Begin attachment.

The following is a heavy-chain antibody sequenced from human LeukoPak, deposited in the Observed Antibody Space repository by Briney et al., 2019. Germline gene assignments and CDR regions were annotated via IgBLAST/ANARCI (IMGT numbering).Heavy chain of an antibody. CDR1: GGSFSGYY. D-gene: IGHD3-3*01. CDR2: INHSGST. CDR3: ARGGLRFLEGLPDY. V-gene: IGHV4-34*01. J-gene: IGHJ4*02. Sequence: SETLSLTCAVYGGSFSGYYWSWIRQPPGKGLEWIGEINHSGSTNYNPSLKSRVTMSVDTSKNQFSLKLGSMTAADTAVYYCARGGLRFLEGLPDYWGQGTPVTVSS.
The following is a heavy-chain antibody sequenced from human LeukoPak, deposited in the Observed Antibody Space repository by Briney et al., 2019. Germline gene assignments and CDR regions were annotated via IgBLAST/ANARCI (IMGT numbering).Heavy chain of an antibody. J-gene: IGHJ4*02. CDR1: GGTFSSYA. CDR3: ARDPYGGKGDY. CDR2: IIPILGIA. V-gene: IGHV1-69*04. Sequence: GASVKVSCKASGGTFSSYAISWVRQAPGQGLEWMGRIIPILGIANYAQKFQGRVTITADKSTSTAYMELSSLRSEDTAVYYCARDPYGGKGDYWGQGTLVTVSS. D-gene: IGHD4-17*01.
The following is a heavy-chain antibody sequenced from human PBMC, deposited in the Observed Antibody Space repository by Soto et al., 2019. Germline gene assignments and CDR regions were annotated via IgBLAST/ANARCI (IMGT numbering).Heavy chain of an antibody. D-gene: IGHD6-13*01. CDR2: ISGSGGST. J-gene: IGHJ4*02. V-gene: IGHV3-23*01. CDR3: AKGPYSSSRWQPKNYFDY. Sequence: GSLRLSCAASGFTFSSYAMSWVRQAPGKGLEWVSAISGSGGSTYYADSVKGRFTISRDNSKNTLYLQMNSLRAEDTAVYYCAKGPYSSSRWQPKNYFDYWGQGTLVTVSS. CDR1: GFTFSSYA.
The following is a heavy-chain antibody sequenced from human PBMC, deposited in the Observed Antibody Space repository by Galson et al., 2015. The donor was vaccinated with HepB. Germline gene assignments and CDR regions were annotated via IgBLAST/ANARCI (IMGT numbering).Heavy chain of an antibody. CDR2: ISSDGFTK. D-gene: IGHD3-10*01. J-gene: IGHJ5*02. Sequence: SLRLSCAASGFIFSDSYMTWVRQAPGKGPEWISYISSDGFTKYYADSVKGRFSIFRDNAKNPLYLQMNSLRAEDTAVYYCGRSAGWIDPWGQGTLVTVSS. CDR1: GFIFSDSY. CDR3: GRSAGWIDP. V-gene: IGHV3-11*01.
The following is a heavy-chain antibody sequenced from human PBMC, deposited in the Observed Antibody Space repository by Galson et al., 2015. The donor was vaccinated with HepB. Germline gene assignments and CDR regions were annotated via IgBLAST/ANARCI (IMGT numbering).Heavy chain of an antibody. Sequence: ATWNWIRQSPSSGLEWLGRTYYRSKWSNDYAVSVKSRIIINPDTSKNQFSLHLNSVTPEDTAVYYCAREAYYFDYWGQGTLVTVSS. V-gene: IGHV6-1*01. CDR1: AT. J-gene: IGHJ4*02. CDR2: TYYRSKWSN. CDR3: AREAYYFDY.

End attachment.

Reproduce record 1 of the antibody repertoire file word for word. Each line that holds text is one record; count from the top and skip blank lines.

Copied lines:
The following is a heavy-chain antibody sequenced from human LeukoPak, deposited in the Observed Antibody Space repository by Briney et al., 2019. Germline gene assignments and CDR regions were annotated via IgBLAST/ANARCI (IMGT numbering).Heavy chain of an antibody. CDR1: GGSFSGYY. D-gene: IGHD3-3*01. CDR2: INHSGST. CDR3: ARGGLRFLEGLPDY. V-gene: IGHV4-34*01. J-gene: IGHJ4*02. Sequence: SETLSLTCAVYGGSFSGYYWSWIRQPPGKGLEWIGEINHSGSTNYNPSLKSRVTMSVDTSKNQFSLKLGSMTAADTAVYYCARGGLRFLEGLPDYWGQGTPVTVSS.